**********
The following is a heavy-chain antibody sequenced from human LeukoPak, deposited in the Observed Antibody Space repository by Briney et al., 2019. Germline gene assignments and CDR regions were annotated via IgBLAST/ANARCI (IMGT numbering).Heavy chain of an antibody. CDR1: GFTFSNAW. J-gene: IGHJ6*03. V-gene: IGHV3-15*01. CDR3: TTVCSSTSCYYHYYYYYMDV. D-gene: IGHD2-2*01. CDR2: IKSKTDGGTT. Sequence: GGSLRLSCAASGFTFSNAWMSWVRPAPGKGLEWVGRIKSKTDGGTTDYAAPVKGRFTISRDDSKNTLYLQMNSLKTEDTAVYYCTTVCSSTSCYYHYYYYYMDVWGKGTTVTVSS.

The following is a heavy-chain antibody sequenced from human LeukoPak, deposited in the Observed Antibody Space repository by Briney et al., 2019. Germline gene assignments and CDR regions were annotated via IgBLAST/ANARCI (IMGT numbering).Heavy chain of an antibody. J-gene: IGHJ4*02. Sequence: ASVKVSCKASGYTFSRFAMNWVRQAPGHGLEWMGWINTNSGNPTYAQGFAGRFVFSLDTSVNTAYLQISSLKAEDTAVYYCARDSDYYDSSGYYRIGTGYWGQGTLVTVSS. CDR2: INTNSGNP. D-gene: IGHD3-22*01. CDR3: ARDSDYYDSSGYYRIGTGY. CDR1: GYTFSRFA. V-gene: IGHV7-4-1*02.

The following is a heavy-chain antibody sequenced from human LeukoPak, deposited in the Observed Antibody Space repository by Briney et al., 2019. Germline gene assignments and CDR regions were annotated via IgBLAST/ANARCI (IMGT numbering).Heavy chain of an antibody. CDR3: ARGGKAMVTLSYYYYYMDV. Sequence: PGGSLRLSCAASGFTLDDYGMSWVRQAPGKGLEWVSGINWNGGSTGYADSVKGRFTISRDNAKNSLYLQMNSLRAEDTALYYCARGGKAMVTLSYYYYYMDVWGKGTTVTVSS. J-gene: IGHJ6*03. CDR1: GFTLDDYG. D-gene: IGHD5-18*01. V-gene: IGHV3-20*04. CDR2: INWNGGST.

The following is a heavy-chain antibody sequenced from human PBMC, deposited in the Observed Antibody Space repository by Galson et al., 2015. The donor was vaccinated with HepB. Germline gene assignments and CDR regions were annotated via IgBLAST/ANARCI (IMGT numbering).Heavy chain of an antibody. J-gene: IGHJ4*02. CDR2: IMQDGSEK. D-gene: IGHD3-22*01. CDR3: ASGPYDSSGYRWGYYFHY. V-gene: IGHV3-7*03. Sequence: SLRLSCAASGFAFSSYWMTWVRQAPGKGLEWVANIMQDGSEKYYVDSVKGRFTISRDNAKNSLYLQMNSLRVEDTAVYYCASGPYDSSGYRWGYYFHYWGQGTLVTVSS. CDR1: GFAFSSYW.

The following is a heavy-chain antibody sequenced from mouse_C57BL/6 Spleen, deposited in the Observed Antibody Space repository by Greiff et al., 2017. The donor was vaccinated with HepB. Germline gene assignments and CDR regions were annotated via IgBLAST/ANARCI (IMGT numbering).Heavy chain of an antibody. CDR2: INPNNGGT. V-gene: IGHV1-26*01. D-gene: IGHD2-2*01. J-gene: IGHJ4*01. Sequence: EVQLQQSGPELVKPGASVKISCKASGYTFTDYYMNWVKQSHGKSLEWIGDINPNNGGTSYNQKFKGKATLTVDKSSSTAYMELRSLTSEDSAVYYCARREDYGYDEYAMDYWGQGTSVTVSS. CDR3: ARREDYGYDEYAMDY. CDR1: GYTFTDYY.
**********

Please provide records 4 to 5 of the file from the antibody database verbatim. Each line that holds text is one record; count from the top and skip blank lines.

The following is a heavy-chain antibody sequenced from human PBMC, deposited in the Observed Antibody Space repository by Galson et al., 2015. The donor was vaccinated with HepB. Germline gene assignments and CDR regions were annotated via IgBLAST/ANARCI (IMGT numbering).Heavy chain of an antibody. J-gene: IGHJ4*02. CDR2: IMQDGSEK. D-gene: IGHD3-22*01. CDR3: ASGPYDSSGYRWGYYFHY. V-gene: IGHV3-7*03. Sequence: SLRLSCAASGFAFSSYWMTWVRQAPGKGLEWVANIMQDGSEKYYVDSVKGRFTISRDNAKNSLYLQMNSLRVEDTAVYYCASGPYDSSGYRWGYYFHYWGQGTLVTVSS. CDR1: GFAFSSYW.

The following is a heavy-chain antibody sequenced from mouse_C57BL/6 Spleen, deposited in the Observed Antibody Space repository by Greiff et al., 2017. The donor was vaccinated with HepB. Germline gene assignments and CDR regions were annotated via IgBLAST/ANARCI (IMGT numbering).Heavy chain of an antibody. CDR2: INPNNGGT. V-gene: IGHV1-26*01. D-gene: IGHD2-2*01. J-gene: IGHJ4*01. Sequence: EVQLQQSGPELVKPGASVKISCKASGYTFTDYYMNWVKQSHGKSLEWIGDINPNNGGTSYNQKFKGKATLTVDKSSSTAYMELRSLTSEDSAVYYCARREDYGYDEYAMDYWGQGTSVTVSS. CDR3: ARREDYGYDEYAMDY. CDR1: GYTFTDYY.